Senator Mitt Romney recently made headlines when it was reported that he was considering a federal bill that imposes a carbon tax, a new nationwide tax on energy use and production in the United States. Passage of a carbon tax is a top priority of the environmental Left and has even attracted allies among corporate public relations departments at various multi-national companies.
Contrary to a favored narrative, however, there is no momentum for a carbon tax. Sen. Romney and Republicans in the House and Senate have wisely steered clear of this burdensome tax and should continue to do so.
Time and time again, voters of all stripes have rejected carbon taxes. In solidly blue Washington state, two separate carbon tax proposals in 2016 and 2018 failed to gain the necessary support for passage among voters. Republican Congressman Carlos Curbelo (R-Fla.) made a carbon tax a top legislative priority of his and despite significantly outperforming Donald Trump in a deeply blue district in 2016, was ousted in 2018 as a result.
Outside of the U.S., carbon taxation programs haven’t fared any better. Carbon taxes were the primary spark of the riots in France, resulting in the suspension of the scheduled carbon tax increase. In Canada, residents are revolting against Prime Minister Justin Trudeau’s carbon tax. In Ontario, Canada’s most populous province, voters kicked out the carbon-tax supporting ruling party. Voters in Alberta did the same. In Australia, the longtime governing coalition of Labor and Green parties lost power after a center-right coalition promised to (and successfully did) repeal the tax. The lesson is clear: a carbon tax is toxic at the ballot box.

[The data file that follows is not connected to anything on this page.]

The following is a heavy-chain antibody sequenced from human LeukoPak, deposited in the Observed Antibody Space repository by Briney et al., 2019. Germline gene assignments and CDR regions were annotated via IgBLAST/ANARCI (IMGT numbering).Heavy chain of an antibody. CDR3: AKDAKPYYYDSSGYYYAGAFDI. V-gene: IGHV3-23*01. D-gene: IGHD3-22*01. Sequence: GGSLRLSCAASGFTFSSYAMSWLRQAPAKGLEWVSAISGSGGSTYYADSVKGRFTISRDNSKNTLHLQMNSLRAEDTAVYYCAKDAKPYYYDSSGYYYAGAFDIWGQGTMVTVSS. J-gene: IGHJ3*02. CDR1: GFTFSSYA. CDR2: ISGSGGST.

Carbon taxes raise the cost of utility bills, groceries, gasoline, and the costs of producing and transporting nearly every product on the market. That’s one of the reasons nearly every conservative organization in the country recently sent a letter to Congress that stated unequivocally: “We oppose any carbon tax.”
The harms of a carbon tax aren’t limited to private businesses or consumers. When utility bills and gas prices go up, local governments feel the pain, too. In fact, a school district in Canada was forced to eliminate bus services for 400 public school students after facing a $3.3 million carbon tax bill. Proponents of a carbon tax have not addressed how local fire departments, school systems, and municipal governments are supposed to shoulder the burden of these costs.
In the case of the federal carbon tax bill, the so-called Energy Innovation and Carbon Dividends Act, the bill authors think they have designed a clever way to curry favor with voters, with what they call a “dividend.” Essentially, once bureaucrats in Washington get their cut of more than $1 trillion in new taxes, people are sent checks to help lessen the burden of higher prices on everything. The system for imposing the tax and the accompanying dividend is regressive, complicated, and will require a significant growth of government.
These “dividend” payments will be subject to income taxes. Households will have to deal with more paperwork for each member of the family before the annual April 15 deadline. This income tax increase caused by the carbon tax will also eat into Social Security benefits, as a much larger portion of the benefit becomes subject to taxes.
Senator Chris Coons (D-Del.) has stated that his carbon tax bill is "likely to be Democrat only,” and it is not hard to see why. Arbitrarily imposing higher costs on traditional energy sources and the products produced or transported with them will adversely impact nearly every aspect of life in America. The tax would have a disproportionate impact on low and middle income households. Taxpayers should applaud Senator Romney for steering clear of this onerous tax.